The report also details accusations against Rory Dames, who resigned from the Chicago Red Stars last 12 months and was also coach of the Chicago Eclipse Select youth soccer team. It found that he created a “sexualized team environment” on the youth club that “crossed the road to sexual relationships in multiple cases, though those relationships can have begun after the age of consent.” It also said that he verbally abused his players and that he joked in regards to the age of consent for sexual intercourse.

One player who played for Dames on the Eclipse team said that on one occasion, Dames offered her a ride home from practice and asked her questions on sex. The player said that Dames “wouldn’t take me home until I answered the questions.”

The report also said that it was not unusual for Dames to spend time alone with girls from youth teams without one other adult present, including of their childhood bedrooms.

The report also detailed how allegations of abuse or misconduct were often not fully investigated. After they were, the accused coaches later had opportunities to teach elsewhere. The report found that several investigations across the league “didn’t successfully root out misconduct.”

After the 2015 N.W.S.L. season, one player reported Riley’s sexual misconduct to the Portland Thorns, where he was then coaching, and the league. The Thorns conducted an investigation that lasted one week, and Riley was promptly terminated from the team. However the Thorns didn’t inform their players, other teams or the general public in regards to the reason for Riley’s termination. Riley was later hired by one other women’s league team.

The report said that several players tried to lift concerns about Dames through the years, including in 2014, 2015 and 2018. A report by the US Women’s National Team Players Association in 2018 prompted Lydia Wahlke, U.S. Soccer’s chief legal officer, to rent outside counsel to analyze Dames. By October 2018, the investigation had found that Dames created “a cycle of emotional abuse and manipulation” on the Chicago Red Stars. But Wahlke didn’t share the findings with the Red Stars or the N.W.S.L.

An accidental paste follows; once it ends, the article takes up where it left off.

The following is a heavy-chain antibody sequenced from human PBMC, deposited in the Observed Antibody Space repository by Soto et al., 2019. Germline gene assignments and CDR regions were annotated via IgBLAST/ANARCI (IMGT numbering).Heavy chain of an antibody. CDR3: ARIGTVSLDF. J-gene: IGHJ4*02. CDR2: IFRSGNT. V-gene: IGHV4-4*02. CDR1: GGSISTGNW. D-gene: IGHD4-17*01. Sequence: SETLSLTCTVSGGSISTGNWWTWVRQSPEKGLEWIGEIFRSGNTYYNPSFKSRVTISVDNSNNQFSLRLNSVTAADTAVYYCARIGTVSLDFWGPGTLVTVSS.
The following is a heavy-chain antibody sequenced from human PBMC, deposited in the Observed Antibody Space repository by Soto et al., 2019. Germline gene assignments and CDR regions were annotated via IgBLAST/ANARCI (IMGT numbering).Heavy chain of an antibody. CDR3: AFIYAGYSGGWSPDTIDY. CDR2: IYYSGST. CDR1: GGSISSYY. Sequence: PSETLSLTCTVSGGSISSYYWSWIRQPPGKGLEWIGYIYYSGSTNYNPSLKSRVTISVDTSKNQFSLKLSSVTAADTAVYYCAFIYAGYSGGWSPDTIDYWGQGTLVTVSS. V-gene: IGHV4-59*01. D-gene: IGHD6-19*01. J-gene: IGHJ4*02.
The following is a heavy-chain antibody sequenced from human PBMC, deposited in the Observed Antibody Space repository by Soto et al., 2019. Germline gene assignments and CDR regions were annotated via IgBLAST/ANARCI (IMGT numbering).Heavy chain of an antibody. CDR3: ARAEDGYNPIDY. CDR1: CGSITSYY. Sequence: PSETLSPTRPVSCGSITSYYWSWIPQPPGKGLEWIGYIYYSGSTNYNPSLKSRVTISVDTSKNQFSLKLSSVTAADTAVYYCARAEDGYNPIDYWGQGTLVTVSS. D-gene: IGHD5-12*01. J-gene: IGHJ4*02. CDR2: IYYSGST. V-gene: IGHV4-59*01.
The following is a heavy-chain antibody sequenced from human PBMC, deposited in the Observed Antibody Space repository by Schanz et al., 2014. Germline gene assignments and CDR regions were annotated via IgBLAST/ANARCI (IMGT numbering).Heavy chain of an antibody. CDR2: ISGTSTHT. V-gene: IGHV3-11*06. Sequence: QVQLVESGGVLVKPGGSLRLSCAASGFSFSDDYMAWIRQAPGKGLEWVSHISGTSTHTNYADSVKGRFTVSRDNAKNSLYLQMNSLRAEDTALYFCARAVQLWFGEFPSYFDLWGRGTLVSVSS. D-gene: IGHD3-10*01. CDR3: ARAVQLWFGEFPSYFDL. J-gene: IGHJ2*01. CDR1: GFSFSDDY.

One player said she had realized that reporting Dames’s conduct “was a lost cause.”

The investigation did in a roundabout way examine youth soccer in the US, however the report found several instances of verbal and sexual abuse of players.

“The culture of tolerating verbal abuse of players goes beyond the N.W.S.L.,” the report said. “Players also told us that their experiences of verbal abuse and blurred relationships with coaches in youth soccer impacted their ability to discern what was out of bounds within the N.W.S.L.”

One example cited within the report details an anonymous grievance that Riley had created an “unsafe environment” in his F.C. Fury Development Academy girls’ program and that a coach in this system had “inappropriately touched a minor player.” The person making the grievance said that Riley had not reported the incident and expressed “fear of reprisal from Riley for speaking out,” adding that Riley is “known to be vindictive to anyone who crossed him.”

Amongst its recommendations, the report said that teams ought to be required to reveal coaches’ misconduct to their leagues to be certain that the coaches cannot move freely from one team to a different, and that the N.W.S.L. ought to be required to meaningfully vet its coaches and investigate allegations of misconduct.

The report also beneficial that the N.W.S.L. conduct an annual training for players and coaches on problems with misconduct and harassment, and that teams designate a person accountable for player safety.

The report also advised U.S. Soccer to look at whether it should institute other measures in youth soccer to guard young players.